Scientists were shocked by the high degree of warming in the North Atlantic Ocean this summer, and are concerned about effects on phytoplankton and fish. Intensifying and lengthening marine heatwaves around the globe are also worrying.
New research shows that marine heat waves last longer in deeper water, increasing the possibility of species displacement or mortality. Marine heat waves, defined as events where ocean temperatures rise…
Andres Peña Castro and his team didn’t set out to track sea ice. Their original plan was to quantify the interactions between ocean, earth and atmosphere to be able to…
The south polar region long seemed resistant to climate change, but as warming intensifies, impacts are being identified across the region. While signs of an irreversible tipping point are lacking, Antarctic changes will likely affect the rest of the world.
New research finds that a record Arctic sea ice melt season in 2007 initiated a “regime shift” to thinner, more transient ice that may be “irreversible”; another study shows that atmospheric rivers from the south are warming the Arctic in winter.
Discussions about the Greenland ice sheet often focus on what it’s losing. But from around the edges of the rapidly melting Greenland ice sheet, a global commodity is being created.…
Sea ice extent didn’t reach record lows this summer, but air temps over Greenland and ocean temps in some Arctic seas were extraordinarily high. Polar warming also likely continues influencing global extreme weather events, scientists say.
Arctic sea ice extent continued its trending decline in winter 2022, while the Antarctic saw a record low summer minimum extent. Both regions also saw extraordinarily high temperatures for this time of year.
The crew of the M/V Arctic Sunrise, an icebreaker vessel owned by Greenpeace, were sailing through Antarctica’s Weddell Sea this month when they saw something they didn’t expect. “One of…
Though September sea ice extent appeared to offer a short-term recovery this fall, “that’s not the full story,” says one Arctic scientist, with low ice concentration seen in 2021, and lack of multiyear ice setting a new record.
Researchers are seeking to pinpoint climate change “tipping points,” but defining what that means exactly, when it will come, and what makes it happen, is unimaginably difficult when faced with the chaotic complexities of a vast Earth biome.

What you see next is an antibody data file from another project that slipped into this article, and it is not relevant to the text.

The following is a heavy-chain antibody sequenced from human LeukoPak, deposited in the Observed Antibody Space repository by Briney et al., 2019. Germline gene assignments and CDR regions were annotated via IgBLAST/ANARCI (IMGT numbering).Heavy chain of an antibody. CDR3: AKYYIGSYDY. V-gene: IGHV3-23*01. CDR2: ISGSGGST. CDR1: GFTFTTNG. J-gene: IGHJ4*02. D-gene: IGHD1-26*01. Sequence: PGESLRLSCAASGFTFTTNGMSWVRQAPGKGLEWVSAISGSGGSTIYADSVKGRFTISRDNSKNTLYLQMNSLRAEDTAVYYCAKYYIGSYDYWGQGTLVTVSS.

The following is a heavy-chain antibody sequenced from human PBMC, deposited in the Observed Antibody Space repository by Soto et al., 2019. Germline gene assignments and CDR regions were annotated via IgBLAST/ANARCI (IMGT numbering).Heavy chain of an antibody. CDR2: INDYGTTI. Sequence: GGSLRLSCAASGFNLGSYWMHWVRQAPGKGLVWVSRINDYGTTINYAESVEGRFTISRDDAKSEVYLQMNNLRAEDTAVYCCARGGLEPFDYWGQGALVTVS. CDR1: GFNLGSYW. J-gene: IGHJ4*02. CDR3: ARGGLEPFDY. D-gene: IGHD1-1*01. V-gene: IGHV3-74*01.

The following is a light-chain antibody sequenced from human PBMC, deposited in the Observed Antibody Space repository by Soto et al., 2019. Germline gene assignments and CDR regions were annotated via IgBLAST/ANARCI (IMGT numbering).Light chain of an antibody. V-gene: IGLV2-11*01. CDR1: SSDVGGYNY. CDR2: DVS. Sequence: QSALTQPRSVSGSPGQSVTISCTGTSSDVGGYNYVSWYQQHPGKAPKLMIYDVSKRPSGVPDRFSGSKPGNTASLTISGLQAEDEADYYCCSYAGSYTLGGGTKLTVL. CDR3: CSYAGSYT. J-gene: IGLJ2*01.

Sea ice fell to its lowest extent on record for this time of year, while new studies find Arctic coastal ice may be receding 70-110% faster than thought, winter ice is failing to regrow fully, and last multi-year ice refuge is under assault.
Polar phytoplankton, fish, seabirds and mammals are increasingly threatened by global warming, which is destabilizing Arctic ecosystems, even as southern species move northward — will the imbalanced biome collapse?
New research finds that ice in both polar regions, and especially sea ice, is disappearing at a quickening rate, while in the Arctic the last stronghold of multiyear ice is under assault from warming.
The Commission for the Conservation of Antarctic Marine Living Resources (CCAMLR), a governing body of 25 member states and the European Union, missed an opportunity to establish a network of…
Upon reaching 2 degrees Celsius of warming, the West Antarctic Ice Sheet won’t regrow until temperatures are at least 1 degree cooler than they were before the Industrial Revolution, say scientists.
The Arctic is setting records for low sea ice extent for this time of year, with the 2020 refreeze now 500,000+ square kilometers behind a record set in 2019 — a sign the region may be entering a new climate regime.
As a child, Rodolfo Werner used to dream about Antarctica — that vast, white continent with no fixed human population, and surrounded by icy seas teeming with krill, whales and…
2020 didn’t eclipse all-time record-holder 2012, but it came pretty close; also, the Arctic’s growing heat is likely intensifying Asia’s extreme weather, while waters just beneath the ice are getting increasingly warm.
Temps as high as 100 degrees Fahrenheit in Siberia have triggered record Arctic sea ice melt, raging wildfires, permafrost thaw, and an Arctic oil spill.